Once again, I find myself at a job that uses bug-tracking software (JIRA this time, as in my previous job; the job before that used Bugzilla); once again, I’m finding that the bug-tracking software gets on my nerves. And, it turns out, gets on my nerves specifically because of ways in which that software seems actively anti-agile.
First: bug trackers are information absorbers. Because, while bug trackers sound like they could be useful as information radiators, encouraging people to put their thoughts and knowledge on a topic in some place publicly accessible, in practice they seem to me to have the opposite effect. In most of my recent jobs, I’ve been part of a team that’s working in close proximity with ample opportunity to discuss topics face-to-face; but we’re too introverted to do that. That’s okay, we have mailing lists and chat rooms where we could talk about problems we’ve noticed and brainstorm solutions; but we don’t do that either! Instead, we file bugs, bugs that almost nobody else notices.
Of course, it would be possible for the bug tracker to send updates to everybody, turning them into mailing lists with some useful auxiliary tools. But they don’t do that by default, and defaults matter. And, in fact, JIRA doesn’t (or at least didn’t the last time I checked) provide a mechanism where people can subscribe to all bugs by themselves, doing that requires administrative intervention. (Of course, JIRA’s information absorption possibilities are exceptional: I have no idea what JIRA’s authors were thinking when they designed its search box.)
Second: bug trackers encourage individual ownership. I’m sure it’s possible to set up a bug tracker without adding multiple categories, but I’ve never seen that done in practice: instead, the administrator picks categories corresponding to components of the system, and picks owners for those components. So, when somebody files a bug, that person picks a category that seems relevant, and the bug gets assigned to that category’s owner. (And, because of the information absorption properties mentioned above, quite possibly nobody other than the person who filed the bug and the component owner will ever learn about it!)
Third: bug trackers work against prioritization. Which is ironic, given how bug trackers love priority-related fields: priority, severity, target release, etc. But, in the agile world, prioritization means that the business side picks a very small number of tasks that are most important to work on right now, the development team works actively on those tasks, and the development team sets all other stories aside. And I’ve never seen prioritization systems in bug trackers that map to this workflow, or indeed that don’t actively work against this workflow.
Fourth: bug trackers work against clean code. Because bug trackers make it feel like you’re doing something useful if you see a problem with code (if you add a problem to code!) and report it. But you haven’t actually helped the code base by doing that; on the contrary, you’re giving yourself permission to leave the code base a little worse than you found it instead of a little better than you found it.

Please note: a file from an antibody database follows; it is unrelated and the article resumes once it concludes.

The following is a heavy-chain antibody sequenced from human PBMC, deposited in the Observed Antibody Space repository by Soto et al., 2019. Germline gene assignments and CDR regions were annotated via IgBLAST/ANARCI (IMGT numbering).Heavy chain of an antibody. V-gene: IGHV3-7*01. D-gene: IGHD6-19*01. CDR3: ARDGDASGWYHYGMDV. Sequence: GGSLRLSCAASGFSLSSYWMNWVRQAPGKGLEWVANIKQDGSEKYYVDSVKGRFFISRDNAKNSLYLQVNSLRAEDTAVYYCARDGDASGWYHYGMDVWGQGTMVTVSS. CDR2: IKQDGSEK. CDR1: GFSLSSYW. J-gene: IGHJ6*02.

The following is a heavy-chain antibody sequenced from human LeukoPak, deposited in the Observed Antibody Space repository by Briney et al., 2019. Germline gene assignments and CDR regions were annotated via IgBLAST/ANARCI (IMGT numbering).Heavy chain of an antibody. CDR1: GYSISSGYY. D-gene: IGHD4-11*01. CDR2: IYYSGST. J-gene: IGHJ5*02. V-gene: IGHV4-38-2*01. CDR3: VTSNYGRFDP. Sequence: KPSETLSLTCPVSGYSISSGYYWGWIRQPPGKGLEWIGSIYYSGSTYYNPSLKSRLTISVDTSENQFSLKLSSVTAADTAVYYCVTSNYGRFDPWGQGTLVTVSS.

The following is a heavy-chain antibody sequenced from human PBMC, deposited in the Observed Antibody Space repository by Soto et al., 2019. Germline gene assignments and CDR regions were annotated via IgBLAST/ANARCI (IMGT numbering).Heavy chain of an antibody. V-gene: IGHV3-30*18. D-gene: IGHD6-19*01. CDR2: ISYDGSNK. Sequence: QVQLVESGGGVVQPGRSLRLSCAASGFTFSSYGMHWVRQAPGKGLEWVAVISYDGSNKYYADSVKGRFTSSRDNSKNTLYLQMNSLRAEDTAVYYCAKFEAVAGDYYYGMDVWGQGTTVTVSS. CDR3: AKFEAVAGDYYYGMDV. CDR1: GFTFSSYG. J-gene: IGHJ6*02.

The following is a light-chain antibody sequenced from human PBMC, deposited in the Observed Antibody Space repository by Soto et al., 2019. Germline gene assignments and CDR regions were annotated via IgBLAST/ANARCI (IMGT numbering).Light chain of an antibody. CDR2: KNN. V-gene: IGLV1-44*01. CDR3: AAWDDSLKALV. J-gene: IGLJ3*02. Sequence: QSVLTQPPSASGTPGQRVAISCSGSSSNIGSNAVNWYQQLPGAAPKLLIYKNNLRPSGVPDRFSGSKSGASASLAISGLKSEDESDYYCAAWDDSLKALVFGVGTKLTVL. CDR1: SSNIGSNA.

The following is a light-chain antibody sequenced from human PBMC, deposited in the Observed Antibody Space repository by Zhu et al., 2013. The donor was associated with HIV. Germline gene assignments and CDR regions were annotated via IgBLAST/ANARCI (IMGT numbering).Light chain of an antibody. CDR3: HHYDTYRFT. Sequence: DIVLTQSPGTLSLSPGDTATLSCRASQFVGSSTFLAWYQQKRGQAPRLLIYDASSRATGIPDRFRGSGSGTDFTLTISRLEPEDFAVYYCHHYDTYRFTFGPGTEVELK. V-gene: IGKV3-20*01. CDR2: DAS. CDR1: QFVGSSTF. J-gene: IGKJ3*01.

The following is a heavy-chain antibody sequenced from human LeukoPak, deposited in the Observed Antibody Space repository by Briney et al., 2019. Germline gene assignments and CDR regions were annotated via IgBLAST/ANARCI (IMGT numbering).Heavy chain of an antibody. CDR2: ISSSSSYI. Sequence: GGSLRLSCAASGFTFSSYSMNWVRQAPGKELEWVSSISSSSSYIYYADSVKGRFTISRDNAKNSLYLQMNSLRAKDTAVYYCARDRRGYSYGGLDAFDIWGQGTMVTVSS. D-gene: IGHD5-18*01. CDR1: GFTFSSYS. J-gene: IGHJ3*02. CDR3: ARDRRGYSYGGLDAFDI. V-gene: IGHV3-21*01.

I won’t say that it’s impossible to get bug trackers to work in an agile fashion. And, in fact, the above points at what you should do if you want to pursue that course of action: have everybody receive updates for all bugs, either ignore the owner field or have the owner field always default to somebody on the business side, have as few priorities as possible (probably just two, namely “right now” and “later”), and keep an eagle eye out for clean code. But: defaults matter, the very existence of knobs and bells and whistles matter, and they all point in a rather different direction.
Despite all of that, there’s something that I like about bug trackers. It’s not something from agile, it’s something from GTD, and it’s something that I currently see as a point of tension between those philosophies. Namely:
Fifth: bug trackers encourage inventory. Bugs pile up, with every bug tracker I’ve worked with containing thousands of unresolved bugs in a shockingly short amount of time. And that inventory has all the problems that agile and lean teach us to expect.
Except: GTD teaches us that, if something comes across your mind, write it down. That certainly applies to problems in your code; and, if you’re going to write problems down, you should write them down somewhere that’s publicly accessible and where your notes won’t disappear. So private notes, mailing lists, and chat rooms actually aren’t a great place for this sort of thing: you instead want an area that has at least some of the attributes of bug trackers.
So how do we do this in a way that acknowledges the problems of inventory? GTD has one suggestion, namely the weekly review. So somebody needs to look at all open bugs every week.
Which is completely unworkable with the volumes of open bugs that I’ve seen on projects in the past. This is useful backpressure: if you have too many bugs to review them on a weekly basis, then stop writing so many bugs! Keep your code clean instead. Or, for “bugs” that are nice ideas but just end up not being pressing for week after week after week: just close them once your brain has come to terms with the fact that they’re not something that you think will ever be a good idea unless the context changes significantly. (But don’t close them until your brain has come to terms with that: GTD is all about listening to what your brain has come to terms with.)
Despite that last backtracing, I’m still quite dubious about bug trackers: I’d much rather focus on broad conversations, physical prioritization tools, and clean communal code, and see where that leads us. But I hope it leads us in a direction that isn’t averse to GTD’s insistence on trusted repositories outside of your head.
This post has not been revised since publication.